Big pharma tightens its grip on breakthrough designations

Data Insights

Four years seems ample time to judge the progress of a new regulatory procedure, and approvals of drugs blessed with US breakthrough status since this accolade was introduced in July 2012 have shown striking reductions in average FDA review time.

If this is one clear trend, another has emerged more slowly: breakthrough therapy designations (BTDs) are accruing mainly to big pharma. And now an analysis by EvaluatePharma links the two, showing how reduced review times have also largely favoured big pharma over smaller groups with BTDs under their belts (see tables below).

True, the sample size is small; only six of the 31 drugs with BTD that were approved between July 2012 and the 2016 half-year point are solely in the hands of small or mid-cap companies. Indeed, of the 145 granted BTD applications just 39 are known to belong to non-big pharmas – though there could be more that have not been disclosed, of course.

But the trend is there: small company drugs with BTD have got to market in an average 8.2 months, seemingly much longer than the 5.5-month average it has taken big pharmas. 

BTD products that have secured US approval*
US sales ($m)
Product Company 2015 2022e FDA approval Approval time (mth)
Opdivo Bristol-Myers Squibb 823 7,123 22 Dec 2014 4.8
Imbruvica AbbVie 659 3,683 13 Nov 2013 4.5
Darzalex Johnson & Johnson 9 3,497 16 Nov 2015 4.3
Tecentriq Roche - 3,456 18 May 2016 4.2
Ibrance Pfizer 718 3,111 03 Feb 2015 5.7
Keytruda Merck & Co 393 2,783 04 Sep 2014 6.2
Harvoni Gilead Sciences 10,090 2,515 10 Oct 2014 8.0
Orkambi Vertex 351 2,152 02 Jul 2015 7.9
Gazyva Roche 79 1,736 01 Nov 2013 6.3
Zepatier Merck & Co - 1,378 28 Jan 2016 8.1
Ofev Boehringer Ingelheim 244 1,286 15 Oct 2014 5.5
Empliciti Bristol-Myers Squibb 3 1,253 30 Nov 2015 5.1
Venclexta Roche - 1,146 11 Apr 2016 5.4
Alecensa Roche 67 1,108 11 Dec 2015 3.1
Viekira Pak Abbvie 1,639 1,034 19 Dec 2014 8.0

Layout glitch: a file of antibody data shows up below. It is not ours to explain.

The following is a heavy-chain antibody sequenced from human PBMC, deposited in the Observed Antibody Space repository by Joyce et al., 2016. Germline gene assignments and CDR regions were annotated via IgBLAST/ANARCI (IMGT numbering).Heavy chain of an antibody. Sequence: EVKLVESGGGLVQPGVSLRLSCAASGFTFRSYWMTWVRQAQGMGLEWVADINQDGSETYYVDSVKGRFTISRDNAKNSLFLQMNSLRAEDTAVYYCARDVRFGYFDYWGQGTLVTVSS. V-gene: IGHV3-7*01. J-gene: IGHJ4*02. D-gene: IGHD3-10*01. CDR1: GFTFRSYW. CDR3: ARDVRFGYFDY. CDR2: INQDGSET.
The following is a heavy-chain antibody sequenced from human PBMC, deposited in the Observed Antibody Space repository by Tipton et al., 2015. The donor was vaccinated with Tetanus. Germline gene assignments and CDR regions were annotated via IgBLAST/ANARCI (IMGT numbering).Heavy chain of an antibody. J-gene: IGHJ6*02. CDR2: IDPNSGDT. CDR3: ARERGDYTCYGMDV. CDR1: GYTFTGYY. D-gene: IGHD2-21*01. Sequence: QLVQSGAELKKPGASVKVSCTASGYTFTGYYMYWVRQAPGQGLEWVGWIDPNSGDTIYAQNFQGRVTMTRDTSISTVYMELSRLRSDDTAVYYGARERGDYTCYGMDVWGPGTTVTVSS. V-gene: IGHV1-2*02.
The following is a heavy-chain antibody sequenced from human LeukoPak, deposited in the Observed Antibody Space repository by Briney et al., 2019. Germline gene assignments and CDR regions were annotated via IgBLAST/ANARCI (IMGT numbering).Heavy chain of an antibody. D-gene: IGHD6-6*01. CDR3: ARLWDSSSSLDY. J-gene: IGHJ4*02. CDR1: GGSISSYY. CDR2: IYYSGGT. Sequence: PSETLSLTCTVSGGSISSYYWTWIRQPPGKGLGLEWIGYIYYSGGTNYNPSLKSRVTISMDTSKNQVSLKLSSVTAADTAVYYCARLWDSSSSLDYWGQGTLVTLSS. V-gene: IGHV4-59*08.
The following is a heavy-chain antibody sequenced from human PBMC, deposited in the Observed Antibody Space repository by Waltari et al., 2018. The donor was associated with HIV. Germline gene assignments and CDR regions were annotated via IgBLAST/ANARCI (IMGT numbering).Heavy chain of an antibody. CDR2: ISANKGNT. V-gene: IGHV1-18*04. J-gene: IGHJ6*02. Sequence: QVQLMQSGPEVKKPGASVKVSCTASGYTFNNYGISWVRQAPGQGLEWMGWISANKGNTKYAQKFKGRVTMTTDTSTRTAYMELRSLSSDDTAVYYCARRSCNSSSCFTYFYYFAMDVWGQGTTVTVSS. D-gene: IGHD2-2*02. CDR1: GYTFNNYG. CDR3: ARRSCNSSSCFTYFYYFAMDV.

Nuplazid Ipsen/Acadia - 1,018 29 Apr 2016 7.9
Sovaldi Gilead Sciences 2,388 863 06 Dec 2013 8.0
Tagrisso AstraZeneca 15 817 13 Nov 2015 5.3
Esbriet Roche 401 781 15 Oct 2014 59.4
Epclusa Gilead Sciences - 560 28 Jun 2016 8.0
Kalydeco Vertex 372 515 21 Feb 2014 4.7
Strensiq Alexion 4 420 23 Oct 2015 10.0
Trumenba Pfizer 19 326 29 Oct 2014 4.4
Zykadia Novartis 75 314 29 Apr 2014 4.1
Kanuma Alexion - 307 08 Dec 2015 11.0
Xalkori Pfizer 231 307 11 Mar 2016 2.8
Bexsero GlaxoSmithKline 26 292 23 Jan 2015 6.0
Blincyto Amgen 45 225 03 Dec 2014 2.5
Arzerra GSK/Novartis 89 158 17 Apr 2014 4.9
Praxbind Boehringer Ingelheim - - 16 Oct 2015 7.9
Xuriden Wellstat Group - - 04 Sep 2015 7.9
*between 9 Jul 2012 and 30 Jun 2016.

As before, this calculation excludes the anomaly of the Roche drug Esbriet. This had been filed in 2009 before being subjected to a five-year delay, and only after Roche applied for the newly introduced breakthrough designation did it get approved.

Across all 31 approvals the average review time is 6.1 months, or 7.8 if Esbriet is included; a year ago average review time for BTD drugs was 5.7 months (FDA’s high bar for breakthrough therapy designations, June 8, 2015).

Either way this shows how BTD can speed a drug’s path, since US review times overall are running at between nine and 10 months. So it might be surprising that BTD applications have been holding steady over time, and at present 145 have been granted, with the US agency giving the OK to about 40% of those submitted.

BTD applications to date*
Time period/agency division Received Granted Denied
1 Oct 2015 - 30 Jun 2016 (CDER) 82 29 31
1 Oct 2015 - 30 Jun 2016 (CBER) 18 5 9
1 Oct 2014 – 30 Sep 2015 (CDER) 93 32 43
1 Oct 2014 – 30 Sep 2015 (CBER) 20 8 9
1 Oct 2013 – 30 Sep 2014 (CDER) 96 31 51
1 Oct 2013 – 30 Sep 2014 (CBER) 26 7 19
1 Oct 2012 – 30 Sep 2013 (CDER) 92 31 52
1 Oct 2012 – 30 Sep 2013 (CBER) 11 1 10
9 Jul 2012 – 31 Sep 2012 (CDER) 2 1 1
Total 145 225
*between 9 Jul 2012 and 30 Jun 2016.

That said, one obvious question is whether the FDA would in any case have fast-tracked a drug that is clearly highly promising, or is showing efficacy in an unmet need – with or without the existence of BTD.

This has long been an imponderable, but a new analysis seems to support this hypothesis. The trick is to look at two drugs – Vertex’s Kalydeco and Pfizer’s Xalkori – whose approved BTD uses were not their first registered indications.

Kalydeco was approved in 4.7 months for treating cystic fibrosis patients with non-G551D gating mutations, having first been approved for the non-BTD use of G551D-mutated cystic fibrosis. For Xalkori, BTD approval in Ros1-mutated lung cancer came in just 2.8 months, after first being approved in Alk-mutated tumours.

But how long did these to drugs take to negotiate the regulatory pathway in their initial uses, which both occurred before the BTD pathway was in effect? The answer is just 3.5 and 4.9 months respectively.

This is not to deny the benefit to an applicant that BTD brings in terms of interacting with the regulator and planning a robust pivotal programme. But the FDA clearly does not need to have its hand held, and smaller companies still need to work harder to turn breakthrough designation into faster approval.

To contact the writers of this story email Jacob Plieth or Edwin Elmhirst in London at news@epvantage.com or follow @JacobPlieth or @EPVantage on Twitter

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